Read: Robert Satloff offers some grim warnings and predictions regarding US-Israel relations-
Looking forward, even President Obama gave no more than 50–50 odds that U.S. diplomats will reach a comprehensive agreement with Iran. The alternative would likely be to extend the temporary deal, triggering a deeper crisis with Israel. That could heighten the potential for a unilateral Israeli military attack on Iran’s nuclear sites, with U.S. –Israel ties suffering massive collateral damage. Since Israel needs American support when the dust clears, that might not qualify as the worst of times, but it comes close.
Quote: "In my view, it is a march toward war," Sen. Dianne Feinstein (D-Calif.), one of the Democrats who support Harry Reid and President Obama on the Iran sanctions bill, describing the proposed piece of legislation.
Number: 419,384, the record number of people deported from the US in 2012, according to recently released stats.
Headline: Netanyahu: I won’t evacuate settlements
To Read: According to FP's John Hudson, AIPAC's recent attack on a Democrat Congresswoman has been causing quite a commotion among the organization's supporters-
That AIPAC was driving hard for new Iran sanctions legislation surprised no one. But its use of a right-wing blog to target a well-connected Jewish Democrat with a long history of support for Israel raised eyebrows among some current and former AIPAC officials. It also raised concerns that AIPAC's open revolt against the White House's Iran diplomacy could fray its relations with liberal Democrats on the Hill.
"In the 40 years I've been involved with AIPAC, this is the first time I've seen such a blatant departure from bipartisanship," said Doug Bloomfield, AIPAC's former chief lobbyist. Bloomfield was referring to an AIPAC letter scrutinizing Wasserman Schultz's silence on sanctions. The letter relied on the Washington Free Beacon's reporting, which (irony alert) happened to be the first news outlet to report on the existence of the letter.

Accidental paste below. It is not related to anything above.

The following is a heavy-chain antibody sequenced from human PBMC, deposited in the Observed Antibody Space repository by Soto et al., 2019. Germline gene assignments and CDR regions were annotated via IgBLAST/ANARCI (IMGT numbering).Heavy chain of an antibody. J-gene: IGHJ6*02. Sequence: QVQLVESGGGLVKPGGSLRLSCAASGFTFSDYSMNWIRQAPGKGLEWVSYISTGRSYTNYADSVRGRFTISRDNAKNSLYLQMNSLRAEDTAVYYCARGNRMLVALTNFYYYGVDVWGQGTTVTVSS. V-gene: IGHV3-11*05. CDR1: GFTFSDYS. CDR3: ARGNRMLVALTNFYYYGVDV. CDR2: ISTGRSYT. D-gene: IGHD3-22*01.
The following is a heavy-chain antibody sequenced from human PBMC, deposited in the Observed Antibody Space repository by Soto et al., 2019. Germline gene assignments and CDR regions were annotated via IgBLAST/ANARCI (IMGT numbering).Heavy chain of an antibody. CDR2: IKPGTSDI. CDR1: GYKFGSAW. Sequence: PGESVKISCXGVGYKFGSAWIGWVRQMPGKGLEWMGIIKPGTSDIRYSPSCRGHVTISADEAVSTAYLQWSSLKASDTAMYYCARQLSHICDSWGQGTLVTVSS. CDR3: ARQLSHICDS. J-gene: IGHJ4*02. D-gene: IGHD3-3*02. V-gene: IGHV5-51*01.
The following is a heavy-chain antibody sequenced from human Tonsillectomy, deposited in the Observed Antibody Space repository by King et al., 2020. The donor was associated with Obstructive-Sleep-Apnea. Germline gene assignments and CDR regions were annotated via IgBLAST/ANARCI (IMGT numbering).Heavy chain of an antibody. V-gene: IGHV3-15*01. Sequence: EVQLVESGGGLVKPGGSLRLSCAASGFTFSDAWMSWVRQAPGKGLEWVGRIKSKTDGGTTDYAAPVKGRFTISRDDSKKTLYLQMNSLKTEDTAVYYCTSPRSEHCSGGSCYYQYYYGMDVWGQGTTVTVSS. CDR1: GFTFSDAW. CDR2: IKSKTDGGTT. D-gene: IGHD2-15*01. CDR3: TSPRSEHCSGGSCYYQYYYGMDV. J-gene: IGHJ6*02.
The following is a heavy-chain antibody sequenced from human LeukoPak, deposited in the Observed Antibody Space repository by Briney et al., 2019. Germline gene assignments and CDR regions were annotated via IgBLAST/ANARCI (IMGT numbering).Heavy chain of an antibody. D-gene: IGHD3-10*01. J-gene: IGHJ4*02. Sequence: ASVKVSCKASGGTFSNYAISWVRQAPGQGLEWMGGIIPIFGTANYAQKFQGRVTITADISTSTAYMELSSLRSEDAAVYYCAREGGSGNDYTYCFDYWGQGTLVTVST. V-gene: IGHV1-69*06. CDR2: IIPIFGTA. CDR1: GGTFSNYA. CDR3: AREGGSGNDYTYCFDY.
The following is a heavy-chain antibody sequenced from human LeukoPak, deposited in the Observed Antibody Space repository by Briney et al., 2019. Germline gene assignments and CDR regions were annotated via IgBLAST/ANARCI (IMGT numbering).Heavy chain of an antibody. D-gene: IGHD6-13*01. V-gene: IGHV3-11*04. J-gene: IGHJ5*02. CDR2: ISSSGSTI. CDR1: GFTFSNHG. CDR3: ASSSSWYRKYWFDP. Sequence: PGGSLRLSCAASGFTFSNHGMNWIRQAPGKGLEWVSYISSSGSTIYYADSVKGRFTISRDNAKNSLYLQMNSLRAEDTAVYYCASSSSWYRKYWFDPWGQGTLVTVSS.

Quote: “Aloni was tremendous, courageous and a groundbreaking, fearless fighter of justice. She will be unforgettable by every Israeli who carries the importance of equality and human rights in their heart”, the current leader of the Meretz Party paying respect to the legendary Meretz leader Shulamit Aloni, who passed away on Friday, aged 85.
Number: 87, the percentage of Israelis who don't believe that the current peace negotiations will actually result in a peace deal.
The Middle East
To Read: Global Health specialist Annie Sparrow writes about how President Assad has let polio run rampant in the rebel controlled areas of his country-
And now polio is back. Since May, Syrian doctors and international public health agencies have documented more than ninety cases of polio in seven of Syria’s fourteen administrative districts, or governorates: Deir Ezzor, Aleppo, Idlib, Hama, Damascus, al-Hasakeh, and Ar-Raqqa. At an average age of just under two, most victims are—or used to be—literally toddlers. Few were fully vaccinated. None has had treatment to prevent paralysis from becoming permanent. All are from areas long opposed to the Assad regime, which reflects the political dimension of the outbreak. Not a single case has occurred in territory controlled by the government.
Quote: "It was hard to sit in front of regime representatives, but we are doing it for the sake of the Syrian people", Anas al-Abdeh, a Syrian National Coalition representative, reporting about the tentative start of the Syrian peace talks.
Number: 29, at least 29 Egyptians died in clashes on the anniversary of the 2011 uprising.
The Jewish World
To Read: Lucy McKeon reviews a curious new book by Yascha Mounk which describes his experiences of living as a Jew in Germany-
At one moment, Mounk’s fifth-grade teacher asks “Protestant or Catholic?”and the class is in stitches when he responds, “Well, I guess I’m sort of Jewish.” The next, an acquaintance at a party describes Woody Allen as creepy and then bends over backward to defend Allen’s entire oeuvre when Mounk arrives to the conversation, despite Mounk’s assurance that he has no horse in the race. There’s Klaus the neo-Nazi, a regular at fourteen-year-old Mounk’s chess club who becomes sheepish after discovering his opponent’s Jewishness. And then there’s Markus, whose guilt-induced conversion to Judaism and obvious attempts at friendship unnerve Mounk.
Quote: “I’m heading to Auschwitz. Sending you kisses. Your Heini”, the German daily Die Welt has published several of Heinrich Himmler's letters to his wife.
Number: 30,000, the number of Japanese tourists who visit the Anne Frank House every year
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